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Durango shows up in force for Ed Zink memorial

Hundreds pack into Community Concert Hall to pay tribute
Jeff Huber, First United Methodist Church pastor, led the memorial service for Ed Zink on Monday at the Community Concert Hall at Fort Lewis College. Zink co-founded the Iron Horse Bicycle Classic, owned Mountain Bike Specialists on Main Avenue in Durango and was a hay farmer in the Animas Valley. He died Friday from complications of a heart attack.

If you want Ed Zink’s legacy of unwavering community service to continue, live it.

That was the message to hundreds of people who attended a memorial service for the Durango native Monday at the Community Concert Hall at Fort Lewis College.

Zink, a pillar of the community with a seemingly endless list of contributions, died Oct. 11 at age 71 from complications of a heart attack.

The Zink family’s history in Southwest Colorado dates to the early 1900s, when Ed Zink’s grandfather, John, moved his family to the Animas Valley north of Durango in 1910.

Ed Zink was born Nov. 13, 1947. He was the only one of his five siblings never to move away from his family’s property, the Waterfall Ranch, and took on much of the responsibly of running it in the late 1980s. He also ran Waterfall Outfitters, an elk hunting operation, for years.

Ed Zink also helped found the Iron Horse Bicycle Classic; was the owner of Mountain Bike Specialists in downtown Durango; led efforts to bring the World Mountain Bike Championships to Durango in 1990; was integral in legislation to protect Hermosa Creek; and was part of countless community groups and organizations.

He was also part of the founding of Trails 2000, San Juan Mountains Association and Four Corners Office for Resource Efficiency.

At the memorial service, all agreed there’s just no way to sum up all Zink has done for the community.

“My dad was involved in so many things in this community,” Kristi Zink said. “It will be sometime before we understand the scope … of the holes he left.”

Standing-room only at a memorial service for Ed Zink on Monday at the Community Concert Hall at Fort Lewis College.

All of the Community Concert Hall’s 600 seats were taken. Hundreds more filled in every space in aisles or stairways.

“You can tell by looking around about his impact on the community,” said Jeff Huber, First United Methodist Church pastor, who commented that Zink’s death has felt sudden and like a shock. “He seemed to have a lot of life ahead of him.”

Ed Zink’s wife, Patti, said thousands of people have sent their thoughts and prayers to the family.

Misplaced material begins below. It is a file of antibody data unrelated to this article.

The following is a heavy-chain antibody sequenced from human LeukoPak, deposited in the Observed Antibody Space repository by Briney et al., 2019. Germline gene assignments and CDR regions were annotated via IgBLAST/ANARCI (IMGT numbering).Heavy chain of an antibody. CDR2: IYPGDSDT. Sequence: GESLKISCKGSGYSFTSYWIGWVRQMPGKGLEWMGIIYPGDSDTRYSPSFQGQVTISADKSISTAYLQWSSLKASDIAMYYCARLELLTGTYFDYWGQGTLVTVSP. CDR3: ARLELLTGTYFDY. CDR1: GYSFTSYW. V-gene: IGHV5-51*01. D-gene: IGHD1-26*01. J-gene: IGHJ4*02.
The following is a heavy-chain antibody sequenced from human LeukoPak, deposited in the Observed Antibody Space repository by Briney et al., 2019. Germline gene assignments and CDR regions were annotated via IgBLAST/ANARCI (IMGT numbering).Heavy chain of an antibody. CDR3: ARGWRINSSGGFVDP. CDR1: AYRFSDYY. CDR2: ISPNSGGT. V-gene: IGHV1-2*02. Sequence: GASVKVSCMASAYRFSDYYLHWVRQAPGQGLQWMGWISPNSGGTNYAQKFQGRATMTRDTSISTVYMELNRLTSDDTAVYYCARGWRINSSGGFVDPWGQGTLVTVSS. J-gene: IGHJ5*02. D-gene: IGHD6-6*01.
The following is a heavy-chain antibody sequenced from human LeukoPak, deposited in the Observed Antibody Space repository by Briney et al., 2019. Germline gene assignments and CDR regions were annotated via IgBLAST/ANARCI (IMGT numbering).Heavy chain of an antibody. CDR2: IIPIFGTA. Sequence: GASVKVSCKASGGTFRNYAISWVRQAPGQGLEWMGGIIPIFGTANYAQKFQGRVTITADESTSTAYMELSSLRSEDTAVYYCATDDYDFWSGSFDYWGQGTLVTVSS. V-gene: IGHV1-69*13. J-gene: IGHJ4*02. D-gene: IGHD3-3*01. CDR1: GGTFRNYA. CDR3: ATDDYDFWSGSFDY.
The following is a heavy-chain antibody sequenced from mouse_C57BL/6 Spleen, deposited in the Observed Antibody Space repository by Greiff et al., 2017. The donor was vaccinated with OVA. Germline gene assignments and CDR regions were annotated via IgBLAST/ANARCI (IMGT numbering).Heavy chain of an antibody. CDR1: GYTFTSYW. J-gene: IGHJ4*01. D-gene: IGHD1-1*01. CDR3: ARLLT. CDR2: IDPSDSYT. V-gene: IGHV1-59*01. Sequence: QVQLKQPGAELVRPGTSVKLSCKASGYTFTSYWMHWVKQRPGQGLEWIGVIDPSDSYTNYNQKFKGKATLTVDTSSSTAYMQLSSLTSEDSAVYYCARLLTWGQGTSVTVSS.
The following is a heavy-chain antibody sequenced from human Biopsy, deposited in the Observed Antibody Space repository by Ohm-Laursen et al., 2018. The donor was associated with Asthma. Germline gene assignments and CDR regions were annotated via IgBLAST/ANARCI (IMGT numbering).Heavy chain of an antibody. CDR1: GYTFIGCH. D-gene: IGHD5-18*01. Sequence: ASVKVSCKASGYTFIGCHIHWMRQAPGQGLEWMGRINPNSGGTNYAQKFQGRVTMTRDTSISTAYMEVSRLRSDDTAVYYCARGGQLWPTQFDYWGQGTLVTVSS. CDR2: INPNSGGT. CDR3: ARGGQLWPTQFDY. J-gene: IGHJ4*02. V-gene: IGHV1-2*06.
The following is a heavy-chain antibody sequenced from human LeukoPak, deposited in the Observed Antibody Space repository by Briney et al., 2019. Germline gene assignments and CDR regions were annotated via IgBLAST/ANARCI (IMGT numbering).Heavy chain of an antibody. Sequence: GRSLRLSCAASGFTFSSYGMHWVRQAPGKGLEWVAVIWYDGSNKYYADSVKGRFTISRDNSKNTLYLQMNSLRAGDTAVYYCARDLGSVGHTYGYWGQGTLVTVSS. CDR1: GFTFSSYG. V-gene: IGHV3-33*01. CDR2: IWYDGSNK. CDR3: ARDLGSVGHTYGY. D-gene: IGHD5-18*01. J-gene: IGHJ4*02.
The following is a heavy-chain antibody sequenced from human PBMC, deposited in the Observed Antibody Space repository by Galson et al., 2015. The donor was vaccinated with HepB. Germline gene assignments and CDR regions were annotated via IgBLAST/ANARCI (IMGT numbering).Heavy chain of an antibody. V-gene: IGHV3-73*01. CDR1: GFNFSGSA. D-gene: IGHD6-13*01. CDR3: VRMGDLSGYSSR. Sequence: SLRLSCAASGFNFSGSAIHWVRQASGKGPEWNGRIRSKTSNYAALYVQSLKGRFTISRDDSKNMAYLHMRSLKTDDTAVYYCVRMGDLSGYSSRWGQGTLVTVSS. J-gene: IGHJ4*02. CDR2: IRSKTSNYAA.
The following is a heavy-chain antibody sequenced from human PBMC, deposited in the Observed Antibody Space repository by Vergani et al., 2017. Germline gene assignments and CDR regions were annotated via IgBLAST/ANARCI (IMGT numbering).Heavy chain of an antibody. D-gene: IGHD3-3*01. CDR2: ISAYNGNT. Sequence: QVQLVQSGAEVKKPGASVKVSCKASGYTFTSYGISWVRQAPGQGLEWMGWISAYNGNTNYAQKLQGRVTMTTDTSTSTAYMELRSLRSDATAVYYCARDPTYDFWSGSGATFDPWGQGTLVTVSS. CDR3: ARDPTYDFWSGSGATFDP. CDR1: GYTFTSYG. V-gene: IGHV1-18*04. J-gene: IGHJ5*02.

“I’m grateful that God gave me Ed,” she said. “I’m heartbroken I didn’t get as much time as I wanted with Ed.”

Members of the Bar D Wranglers sang during Ed Zink’s memorial service Monday at the Community Concert Hall at Fort Lewis College.
Family members of Ed Zink comfort each other during a memorial service Monday at the Community Concert Hall at Fort Lewis College.

John Glover with Mountain Bike Specialists said all of Ed Zink’s community service took him away from his family. But it was something he was passionate about.

“I want to thank his family for sharing him,” Glover said. “Ed knew life is a journey, and he enjoyed everyone he met along the way. … His mission on Earth wasn’t finished.”

Gaige Sippy, director of the Iron Horse, said Ed Zink always kept benefits to the community at the forefront when planning the annual bike race where cyclists try to get to Silverton before the Durango & Silverton Narrow Gauge Railroad.

“He never dreamed it would turn into what it’s turned into,” Sippy said. “He’d be proud to know this community was here today. … It’s been a hell of a ride.”

The stage for Ed Zink’s memorial service was decorated with items that played a prominent role in his life.

Ron Corkish, president of La Plata County Search and Rescue, said Ed Zink, who volunteered for the team, was always willing to help in search missions, no matter the day or hour.

“Over the years, I’ve lost track of the amount of times I’ve called (Ed),” Corkish said. “All the years and countless hours … without hesitation, regret or frustration.”

Ed Zink’s son, Tim, said people in the community have asked if there’s anything they can do for the family in their time of grief. He said “yes.”

“Keep Ed Zink’s legacy of serving the greater good alive,” he said.

jromeo@durangoherald.com

Sep 26, 2021
Ed Zink – bicyclist, rancher and Durango native – dies at 71
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